Stakeholder Map to identify various individuals or groups involved in the project, foresee possibility challenges, and develop strategies to engage them. 
Persona to define who are the users in the project. 
Customer Journey Mapping to provide a visual representation of the touchpoints where users interact with company services or solutions. 
Value Chain Analysis to study an organization’s interaction with partners to produce, market, distribute and support its offering. It is the business-side equivalent of customer journey mapping, to highlight pain points and opportunities when working with partners.
Mind Mapping to extract meaning from vast amount of collected information to look for patterns and identify innovation opportunities.

Have fun with trying different design thinking tools! Enjoy! 


Written by Xiaoying Wang on 22nd September 2019.
Service Innovation and Design student at Laurea University of Applied Sciences

Reference: 

Tschimmel, K. (2018). Evolution 62: An E-handbook for Practial Design Thinking for Innovation. MindShake. 
Brown, T (2008). Design Thinking. Harvard Business Review P85-P95. 
Liedtka, J & Ogilvie, T. (2011). Designing for Growth: a design thinking tool kit for managers. Columbia University Press. 

Let´s be creative!

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The team space while we were working with Evolution 6² model.

Design Thinking

Design thinking is one of the biggest trends on service business industry and Katja Tschimmel (2012) defines it as a game changer to different industries. Tschimmel sees it as a new way of thinking which can lead to innovative new ideas.  I didn’t have any huge expectations for this course, because I wasn’t that sure how I think and feel about design thinking. After the first day, I was sure that I certainly love this! We had amazing two days led by Katja Tschimmel and Sanna Marttila. During these two days, we learnt some history and theory of design thinking but the focus was to work with Evolution 6² model invented by MINDSHAKE company.  Evolution 6² model can be for example used to different kind of project and workshop development. It consist six different phases to work with new ideas and improve them. Two days went over quite fast and left behind a mind full of creativeness and a bunch of new tools to work with design thinking.

 

I search more information about design thinking by reading the Harward Business Review article of Design thinking by Tim Brown (2008). The idea is to create something new rather than try to develop existing services or products.  Also, it doesn’t have to be expensive and difficult. Focus is to find your inner creative designer and use the tools or toys companies already have. In this review, a design thinker´s persona was defined not to a weirdo hippie but to any one of us. Design thinker needs to have empathy and think people first. Optimism helps design thinkers to stay positive and see beyond the possible problem. Then add some experimentalism to have excitement towards new things and directions. Finally, collaboration completes a design thinker by mixing and matching different levels and backgrounds. On my opinion, you can be a design thinker if you want and at least teach yourself to be creative and out of the box thinker.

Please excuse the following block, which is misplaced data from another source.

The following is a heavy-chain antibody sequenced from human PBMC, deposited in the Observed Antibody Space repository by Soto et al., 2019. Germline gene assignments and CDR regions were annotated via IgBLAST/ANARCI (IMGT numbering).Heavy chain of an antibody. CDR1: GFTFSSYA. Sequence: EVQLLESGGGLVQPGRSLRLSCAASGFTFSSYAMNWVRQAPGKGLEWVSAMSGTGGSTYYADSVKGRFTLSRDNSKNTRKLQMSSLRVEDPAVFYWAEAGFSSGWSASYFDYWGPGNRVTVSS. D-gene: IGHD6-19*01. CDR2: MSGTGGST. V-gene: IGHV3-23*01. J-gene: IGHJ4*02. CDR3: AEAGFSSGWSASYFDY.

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From Chaos into Creativity

”Design Thinking is a human-centered approach to innovation that draws from the designer´s toolkit to integrate the needs of people, the possibilities of technology, and the requirements for business success

– Tim Brown –

We kicked-off our Service innovation and design 2015 program with an inspiring Design Thinking course taught by Katja Tschimmel and Mariana Valença.

We first went through the evolution of Design Thinking. and the different design thinking process models like Double Diamond (2005) model, 3 I Model (IDEO, 2008) and Hasso-Plattner Institute of Design at Stanford model (2010). The advantage of using a step-wise model is that the Design Thinking process is more accessible, explicit, easily understandable and applicable in organisations and business. Criteria used to choose the appropriate model depends on the innovation task, its context, the number and composition of the team and its dynamics, ant the available time for the innovation process.

Innovative thinking to me is really about perspective – to be able to have a different perspective to issues. Diverge thinking enables us to explore new alternatives, new solutions and new ideas that have not existed before. Building in order to think instead of thinking of building. Learning by making. Start asking the right questions.

We received a task to create new ideas and business model to topic “Studying in Laurea”. It was interesting to find out that “Studying in Laurea” lead to several different approaches to the same topic. We followed the Design Thinking process on Evolution 62 (Mindshake, 2014) model step-by-step.